Vaccine-induced antibodies may be less effective against several new SARS-CoV-2 variants

Vaccine-induced antibodies may be less effective against several new SARS-CoV-2 variants

Mar 12

  • posted by Ragon Institute
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by: Rachel Leeson. Image courtesy of: iSO-FORM LLC

 

 

Researchers at the Ragon Institute of MGH, MIT and Harvard and at Massachusetts General Hospital find that neutralizing antibodies raised by COVID-19 vaccines are not as effective at neutralizing some new, circulating SARS-CoV-2 variants.


SARS-CoV-2, the virus that causes COVID-19, has mutated throughout the pandemic. New variants of the virus have arisen throughout the world, including variants that might possess increased ability to spread or evade the immune system. Such variants have been identified in California, Denmark, the U.K., South Africa and Brazil/Japan. Understanding how well the COVID-19 vaccines work against these variants is vital in the efforts to stop the global pandemic, and is the subject of new research from the Ragon Institute of MGH, MIT and Harvard and Massachusetts General Hospital.

 

In a study recently published in Cell, Ragon Core Member Alejandro Balazs, PhD, found that the neutralizing antibodies induced by the Pfizer and Moderna COVID-19 vaccines were significantly less effective against the variants first described in Brazil/Japan and South Africa. Balazs’s team used their experience measuring HIV neutralizing antibodies to create similar assays for COVID-19, comparing how well the antibodies worked against the original strain versus the new variants.  

 

“We were able to leverage the unique high-throughput capacity that was already in place and apply it to SARS-CoV-2,” says Balazs, who is also an assistant professor of Medicine at Harvard Medical School and assistant investigator in the Department of Medicine at MGH. “When we tested these new strains against vaccine-induced neutralizing antibodies, we found that the three new strains first described in South Africa were 20-40 times more resistant to neutralization, and the two strains first described in Brazil and Japan were five to seven times more resistant, compared to the original SARS-CoV-2 virus.”  

 

Neutralizing antibodies, explains Balazs, work by binding tightly to the virus and blocking it from entering cells, thus preventing infection. Like a key in a lock, this binding only happens when the antibody’s shape and the virus’s shape are perfectly matched to each other. If the shape of the virus changes where the antibody attaches to it – in this case, in SARS-CoV-2’s spike protein – then the antibody may no longer be able to recognize and neutralize the virus as well. The virus would then be described as resistant to neutralization. 

 

“In particular,” says Wilfredo Garcia-Beltran, MD, PhD, a resident physician in the Department of Pathology at MGH and first author of the study, “we found that mutations in a specific part of the spike protein called the receptor binding domain were more likely to help the virus resist the neutralizing antibodies.” The three South African variants, which were the most resistant, all shared three mutations in the receptor binding domain. This may contribute to their high resistance to neutralizing antibodies. 

 

Currently, all approved COVID-19 vaccines work by teaching the body to produce an immune response, including antibodies, against the SARS-CoV-2 spike protein. While the ability of these variants to resist neutralizing antibodies is concerning, it doesn’t mean the vaccines won’t be effective.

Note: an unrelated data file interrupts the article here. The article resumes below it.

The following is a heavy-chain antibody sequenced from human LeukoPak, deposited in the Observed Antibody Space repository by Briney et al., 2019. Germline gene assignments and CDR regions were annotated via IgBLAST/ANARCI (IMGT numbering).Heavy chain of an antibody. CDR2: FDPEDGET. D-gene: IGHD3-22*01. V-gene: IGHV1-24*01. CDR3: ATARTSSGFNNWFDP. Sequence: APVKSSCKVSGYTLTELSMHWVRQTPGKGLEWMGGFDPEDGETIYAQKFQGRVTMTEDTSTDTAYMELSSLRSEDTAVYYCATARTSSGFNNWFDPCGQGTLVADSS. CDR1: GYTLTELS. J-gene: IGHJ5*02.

“The body has other methods of immune protection besides antibodies,” says Balazs. “Our findings don’t necessarily mean that vaccines won’t prevent COVID, only that the antibody portion of the immune response may have trouble recognizing some of these new variants.”

 

Like all viruses, SARS-CoV-2 is expected to continue to mutate as it spreads. Understanding which mutations are most likely to allow the virus to evade vaccine-derived immunity can help researchers develop next-generation vaccines that can provide protection against new variants. It can also help researchers develop more effective preventative methods, such as broadly protective vaccines that work against a wide variety of variants, regardless of which mutations develop.

 

About the Ragon Institute

The Ragon Institute of MGH, MIT and Harvard was established in 2009 with a gift from the Phillip T. and Susan M. Ragon Foundation, with a collaborative scientific mission among these institutions to harness the immune system to combat and cure human diseases. Focusing on global infectious diseases, the Ragon Institute draws scientists, clinicians and engineers from diverse backgrounds and areas of expertise to study and understand the immune system with the goal of benefiting patients.  For more information, visit www.ragoninstitute.org

 

 

About the Massachusetts General Hospital

Massachusetts General Hospital, founded in 1811, is the original and largest teaching hospital of Harvard Medical School. The Mass General Research Institute conducts the largest hospital-based research program in the nation, with annual research operations of more than $1 billion and comprises more than 9,500 researchers working across more than 30 institutes, centers and departments. In August 2020, Mass General was named #6 in the U.S. News & World Report list of “America’s Best Hospitals.”


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